Share “Frank Lloyd Wright's Illinois” Known as the “Prairie style”, Wright's innovative ideas sparked a revolution in design and turned the Chicago area into an epicenter of the pioneering architecture that exists to this day. During his lifetime, Wright designed more than 1,000 structures, 532 of which were completed.
Getty's tomb is said to be the most important piece of architecture in Graceland Cemetery and the beginning of Sullivan's involvement in the architectural style known as the Chicago School.Wright's Winslow House, from 1893, was already a synthesis of the practical with the beautiful in home construction. Instead, the building is covered with grey-green terracotta slabs bordered with typical Sullivan border designs.
It was built as the Palace of Fine Arts for the 1893 World's Fair and is the only surviving building in the “White City” of Burnham. Today, you can tour the historic architecture and picturesque neighborhoods where the World's Fair and the Chicago Plan endure. The building stands out for its steel-framed structure, which allowed the area of windows created by windows throughout the bay to be dramatically increased, which in turn allowed the greatest amount of natural light to enter the interior of the building. Finally, in the living room there was a table lamp designed by Wright with an artistic glass shade on a library table designed by Wright.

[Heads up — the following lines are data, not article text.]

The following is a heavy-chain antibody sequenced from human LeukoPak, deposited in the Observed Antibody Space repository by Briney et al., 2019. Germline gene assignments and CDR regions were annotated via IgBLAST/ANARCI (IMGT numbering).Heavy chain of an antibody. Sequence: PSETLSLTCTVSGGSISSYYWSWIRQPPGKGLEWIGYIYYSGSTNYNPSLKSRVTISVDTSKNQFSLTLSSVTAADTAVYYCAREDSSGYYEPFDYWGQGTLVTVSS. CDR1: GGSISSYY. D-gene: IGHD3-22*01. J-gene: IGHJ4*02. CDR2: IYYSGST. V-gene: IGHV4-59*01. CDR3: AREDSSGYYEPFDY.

The fireplace, which contains four fireplaces, one in the billiard room, the games room, the living room and the master bedroom, and the main staircase from the entrance hall to the living and dining rooms on the second floor, rise through the center of the house, from where the rest of the building radiates. Robie's house and name were immortalized in Ernst Wasmuth's famous 1910 publication Ausgefuhrte Bauten und Entwurfe von Frank Lloyd Wright (Completed Buildings and Projects by Frank Lloyd Wright, a). Interpreting traditional styles from a contemporary perspective allowed Sullivan to create what he expected to be considered one of the most unique and poetic buildings in the country. Navy Pier was an important part of Burnham's plan to redesign the city and connect the people of Chicago to the lakefront.
So much so, that even at the extremes of modern cubist architecture, the cigar box covered in cold cream, dates back to the influence of Wright's Robie House. Unlike its heavy, block-filled counterparts of the time, this window-covered building, with its thin bands of creamy terracotta, almost seemed to defy gravity. Built between 1889 and 1891, the Monadnock Building is as heavy as it looks; in fact, it is the last of Chicago's great masonry skyscrapers. The pool tables and the games room overlook a small corridor and doors near the center of the building that lead to an enclosed garden on the south side of the building.